Assange can pursue extradition fight in Britain: court
WikiLeaks founder Julian Assange was on Monday granted permission to apply to England's highest court in a final attempt to block his extradition to Sweden over rape allegations.
Two High Court judges ruled that the case raised a question "of general public importance" which should be decided by the Supreme Court "as quickly as possible".
Although the judges refused Assange permission to appeal to the Supreme Court, they ruled that it should have the last word, clearing the way for his lawyers to apply directly to the higher court.
However, he still has no automatic right to be heard by the Supreme Court.
Assange, the 40-year-old founder of the whistleblowing website that has infuriated Washington by releasing hundreds of thousands of classified US documents, was in court to hear the judges' ruling.
Asked if he was happy with the decision, he replied simply: "Yes."
Outside the court, Assange's lawyer Gareth Peirce said his legal team had 14 days to submit a written petition to the Supreme Court.
Peirce confirmed that if the court refuses to hear the request, then Assange would have exhausted all legal avenues in Britain.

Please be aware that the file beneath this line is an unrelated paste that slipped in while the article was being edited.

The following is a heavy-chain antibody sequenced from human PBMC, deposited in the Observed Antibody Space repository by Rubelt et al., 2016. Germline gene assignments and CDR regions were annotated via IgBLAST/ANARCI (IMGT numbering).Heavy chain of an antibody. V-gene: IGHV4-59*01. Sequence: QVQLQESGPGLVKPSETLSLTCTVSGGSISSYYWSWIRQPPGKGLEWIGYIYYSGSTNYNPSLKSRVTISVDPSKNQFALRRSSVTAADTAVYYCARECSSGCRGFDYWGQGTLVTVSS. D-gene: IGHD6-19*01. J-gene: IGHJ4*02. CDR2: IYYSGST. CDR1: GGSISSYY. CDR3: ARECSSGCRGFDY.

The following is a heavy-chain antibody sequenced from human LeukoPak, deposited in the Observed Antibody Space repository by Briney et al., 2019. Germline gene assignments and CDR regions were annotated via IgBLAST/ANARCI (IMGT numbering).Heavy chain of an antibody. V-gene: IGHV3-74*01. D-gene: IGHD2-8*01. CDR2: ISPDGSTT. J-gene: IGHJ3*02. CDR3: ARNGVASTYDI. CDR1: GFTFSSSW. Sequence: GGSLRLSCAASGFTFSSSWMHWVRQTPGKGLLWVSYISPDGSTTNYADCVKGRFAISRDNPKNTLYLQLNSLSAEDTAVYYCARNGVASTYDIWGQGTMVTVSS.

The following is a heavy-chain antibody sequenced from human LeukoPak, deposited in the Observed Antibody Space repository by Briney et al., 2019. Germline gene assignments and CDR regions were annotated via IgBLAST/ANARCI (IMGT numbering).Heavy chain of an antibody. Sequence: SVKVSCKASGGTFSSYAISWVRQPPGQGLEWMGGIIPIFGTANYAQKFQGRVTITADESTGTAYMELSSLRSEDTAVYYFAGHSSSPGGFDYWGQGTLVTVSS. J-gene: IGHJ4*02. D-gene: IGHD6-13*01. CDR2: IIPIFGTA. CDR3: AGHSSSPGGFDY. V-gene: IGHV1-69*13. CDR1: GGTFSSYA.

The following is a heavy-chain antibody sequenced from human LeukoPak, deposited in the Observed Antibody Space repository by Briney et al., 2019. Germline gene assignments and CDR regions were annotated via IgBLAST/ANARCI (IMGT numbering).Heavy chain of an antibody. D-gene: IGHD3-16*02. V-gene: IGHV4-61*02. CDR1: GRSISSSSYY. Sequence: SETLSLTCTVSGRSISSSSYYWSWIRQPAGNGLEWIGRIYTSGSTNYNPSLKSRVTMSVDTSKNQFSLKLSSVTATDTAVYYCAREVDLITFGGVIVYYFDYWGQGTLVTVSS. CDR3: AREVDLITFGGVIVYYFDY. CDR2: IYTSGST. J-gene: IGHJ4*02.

"The Supreme Court receives it and considers it on paper, three judges from the Supreme Court consider it and whether to grant leave to the case," Peirce told reporters.
"If they refuse leave, it is the end of it."
Assange was arrested in London a year ago on a European arrest warrant and has been living at the country estate of a supporter under stringent bail conditions.
Two women in Sweden made allegations that of rape and molestation dating back to August 2010.
Assange claims the allegations are politically motivated and linked to WikiLeaks' release of hundreds of thousands of classified US files about the wars in Iraq and Afghanistan.
Later releases of US diplomats' cables from embassies across the world also embarrassed the US administration.
A lower court initially approved Assange's extradition in February, but he appealed to the High Court which rejected his challenge on November 2.
Support for the platinum blond WikiLeaks chief has dwindled amid a slew of controversies, including a spectacular falling-out with the organisation's former media partners, the New York Times and Guardian newpapers.
Former WikiLeaks colleagues have turned on him, attacking the way he ran the site.
However, he retains many supporters and this month WikiLeaks was awarded a top Australian journalism prize, Walkley Awards, for its work in releasing the cables.
The suspected source of the cables, US soldier Bradley Manning, was arrested and has spent the last 18 months in a military prison.
WikiLeaks suffered a jolt when the site was forced to suspend releasing files in October after a funding blockade.
It resumed publication last week with the launch of a project on the global surveillance industry.
© 2011 AFP